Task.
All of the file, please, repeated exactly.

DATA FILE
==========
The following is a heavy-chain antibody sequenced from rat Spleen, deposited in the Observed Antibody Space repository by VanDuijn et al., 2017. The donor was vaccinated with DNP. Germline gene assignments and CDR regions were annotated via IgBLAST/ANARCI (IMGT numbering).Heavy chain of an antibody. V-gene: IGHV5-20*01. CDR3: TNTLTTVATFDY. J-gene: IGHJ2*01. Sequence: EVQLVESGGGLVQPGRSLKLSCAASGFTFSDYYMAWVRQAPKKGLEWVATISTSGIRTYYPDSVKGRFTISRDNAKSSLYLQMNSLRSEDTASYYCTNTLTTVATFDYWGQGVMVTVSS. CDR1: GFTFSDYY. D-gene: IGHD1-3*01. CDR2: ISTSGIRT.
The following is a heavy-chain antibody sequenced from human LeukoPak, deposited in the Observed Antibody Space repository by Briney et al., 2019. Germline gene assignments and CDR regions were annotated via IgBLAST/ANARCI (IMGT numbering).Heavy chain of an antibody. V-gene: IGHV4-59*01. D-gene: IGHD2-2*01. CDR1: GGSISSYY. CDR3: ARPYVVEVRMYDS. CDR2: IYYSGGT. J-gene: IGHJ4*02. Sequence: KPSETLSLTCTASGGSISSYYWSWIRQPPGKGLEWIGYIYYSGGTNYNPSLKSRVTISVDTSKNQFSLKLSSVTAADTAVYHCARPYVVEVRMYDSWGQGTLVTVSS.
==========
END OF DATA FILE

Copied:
The following is a heavy-chain antibody sequenced from rat Spleen, deposited in the Observed Antibody Space repository by VanDuijn et al., 2017. The donor was vaccinated with DNP. Germline gene assignments and CDR regions were annotated via IgBLAST/ANARCI (IMGT numbering).Heavy chain of an antibody. V-gene: IGHV5-20*01. CDR3: TNTLTTVATFDY. J-gene: IGHJ2*01. Sequence: EVQLVESGGGLVQPGRSLKLSCAASGFTFSDYYMAWVRQAPKKGLEWVATISTSGIRTYYPDSVKGRFTISRDNAKSSLYLQMNSLRSEDTASYYCTNTLTTVATFDYWGQGVMVTVSS. CDR1: GFTFSDYY. D-gene: IGHD1-3*01. CDR2: ISTSGIRT.
The following is a heavy-chain antibody sequenced from human LeukoPak, deposited in the Observed Antibody Space repository by Briney et al., 2019. Germline gene assignments and CDR regions were annotated via IgBLAST/ANARCI (IMGT numbering).Heavy chain of an antibody. V-gene: IGHV4-59*01. D-gene: IGHD2-2*01. CDR1: GGSISSYY. CDR3: ARPYVVEVRMYDS. CDR2: IYYSGGT. J-gene: IGHJ4*02. Sequence: KPSETLSLTCTASGGSISSYYWSWIRQPPGKGLEWIGYIYYSGGTNYNPSLKSRVTISVDTSKNQFSLKLSSVTAADTAVYHCARPYVVEVRMYDSWGQGTLVTVSS.